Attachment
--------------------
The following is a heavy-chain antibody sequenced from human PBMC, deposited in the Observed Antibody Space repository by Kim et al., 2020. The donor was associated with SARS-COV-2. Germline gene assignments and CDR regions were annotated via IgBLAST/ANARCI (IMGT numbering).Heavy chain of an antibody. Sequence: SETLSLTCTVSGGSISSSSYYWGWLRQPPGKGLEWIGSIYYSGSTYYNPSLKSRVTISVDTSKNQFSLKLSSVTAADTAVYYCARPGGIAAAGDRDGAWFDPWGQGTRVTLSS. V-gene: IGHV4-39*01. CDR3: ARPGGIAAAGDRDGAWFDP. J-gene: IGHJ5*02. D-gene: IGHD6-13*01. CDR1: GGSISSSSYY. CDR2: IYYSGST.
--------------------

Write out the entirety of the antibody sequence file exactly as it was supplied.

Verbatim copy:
The following is a heavy-chain antibody sequenced from human PBMC, deposited in the Observed Antibody Space repository by Kim et al., 2020. The donor was associated with SARS-COV-2. Germline gene assignments and CDR regions were annotated via IgBLAST/ANARCI (IMGT numbering).Heavy chain of an antibody. Sequence: SETLSLTCTVSGGSISSSSYYWGWLRQPPGKGLEWIGSIYYSGSTYYNPSLKSRVTISVDTSKNQFSLKLSSVTAADTAVYYCARPGGIAAAGDRDGAWFDPWGQGTRVTLSS. V-gene: IGHV4-39*01. CDR3: ARPGGIAAAGDRDGAWFDP. J-gene: IGHJ5*02. D-gene: IGHD6-13*01. CDR1: GGSISSSSYY. CDR2: IYYSGST.